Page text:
When, after midnight, I awoke from the operation I was surrounded by nurses.  My mouth was filled with tubes and other medical items so I couldn’t talk, and I could feel the new heart beating steadily inside me.  The nurses were telling me to calm down and I wanted to do that, but I realized that the catheter that had been inserted into my penis was about to fall out and I would pee all over everything.  I tried to convey this information, only to be told again (and louder) to calm down.  I tried charades as a gambit but the nurses were not concentrating (and I missed Lorri Latek, my chosen sister, who is the queen of charades—she would have picked up on the issue immediately).  An eruption of urine solved the problem (though it created a minor new one) and things were quickly under control.  The nurses were terrific at getting me back to normal.  The next day I was eating, walking around, and behaving much as usual.  Exercises started, stairs were introduced into the regimen, friends came to visit, and, as I said, I went home on the eighth day.

I later told the medical miracle-workers who had done all of this that surely what they routinely do is the best kind of medical practice: their patients come to them dying and leave perfectly healthy!  Professionally it can’t get any better than that.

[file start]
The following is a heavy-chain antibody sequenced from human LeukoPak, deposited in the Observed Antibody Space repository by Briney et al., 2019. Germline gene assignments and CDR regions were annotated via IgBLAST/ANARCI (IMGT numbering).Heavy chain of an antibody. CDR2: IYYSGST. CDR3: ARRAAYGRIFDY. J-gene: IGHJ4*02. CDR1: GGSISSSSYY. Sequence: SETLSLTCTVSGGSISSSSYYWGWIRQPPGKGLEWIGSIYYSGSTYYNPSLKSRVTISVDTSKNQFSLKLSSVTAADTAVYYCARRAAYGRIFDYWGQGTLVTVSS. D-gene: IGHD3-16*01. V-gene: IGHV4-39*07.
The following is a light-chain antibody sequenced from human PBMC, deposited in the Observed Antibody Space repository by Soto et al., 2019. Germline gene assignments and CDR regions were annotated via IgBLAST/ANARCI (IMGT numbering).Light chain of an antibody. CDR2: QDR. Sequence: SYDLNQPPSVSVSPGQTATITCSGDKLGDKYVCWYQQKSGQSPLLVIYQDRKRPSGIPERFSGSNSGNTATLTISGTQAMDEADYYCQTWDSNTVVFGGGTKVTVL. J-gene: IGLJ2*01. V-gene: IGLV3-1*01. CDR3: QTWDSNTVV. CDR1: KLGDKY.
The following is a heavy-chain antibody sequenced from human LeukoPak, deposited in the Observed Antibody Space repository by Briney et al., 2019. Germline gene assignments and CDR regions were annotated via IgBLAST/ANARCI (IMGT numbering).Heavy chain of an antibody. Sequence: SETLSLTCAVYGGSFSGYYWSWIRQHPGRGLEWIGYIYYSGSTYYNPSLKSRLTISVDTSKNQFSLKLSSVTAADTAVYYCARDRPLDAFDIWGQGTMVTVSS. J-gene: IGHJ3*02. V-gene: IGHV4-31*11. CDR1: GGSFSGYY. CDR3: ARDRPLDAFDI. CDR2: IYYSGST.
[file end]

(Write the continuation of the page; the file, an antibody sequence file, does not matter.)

Much happened to me following the transplant of course, and my blog is filled with those stories.  They tell of me missing my own New Year’s Eve party that year because I was back in the hospital with an infection, learning who my donor was (see below), nearly dying in 2011 from a change in medication that caused my kidneys to fail and my weight to drop to 152, and then of regaining my health completely so that now, at age 76, I am in wonderful condition, working out regularly, married to a terrific man who takes good care of me, and, oh, so much more, like writing my first play that was given a professional production just last month!

Many thanks to the wonderful medical team (doctors, nurses, staff) who have cared for me so very well through all of this, and to my terrific family and friends who have had my back for so very long, and especially to David Vargo, my husband of seven years, who is ever my rock. 

Now, readers, look at this haunting picture:

I also reflect today on the life of Andrew Partsch, the 27 year-old doctoral student in Philosophy at Ohio State, whose tragic death on November 22, 2009, permitted me to live.  In the photo he is shown cleaning up after cooking a Thanksgiving dinner for his family and friends in 2008; he did not live to see Thanksgiving of the next year.  Not a day goes by but I think of him with gratitude for his heart and with sadness at his death (four people received five of his organs, and multiple others were given tissue transplants!).  I've become friends with his wonderful mother and stepfather, and my heart goes out to them and all his family on this, for them, sad day of remembrance. 

Now let's see if I can make it to the twentieth anniversary of this transplant in 2029.  That's my new goal.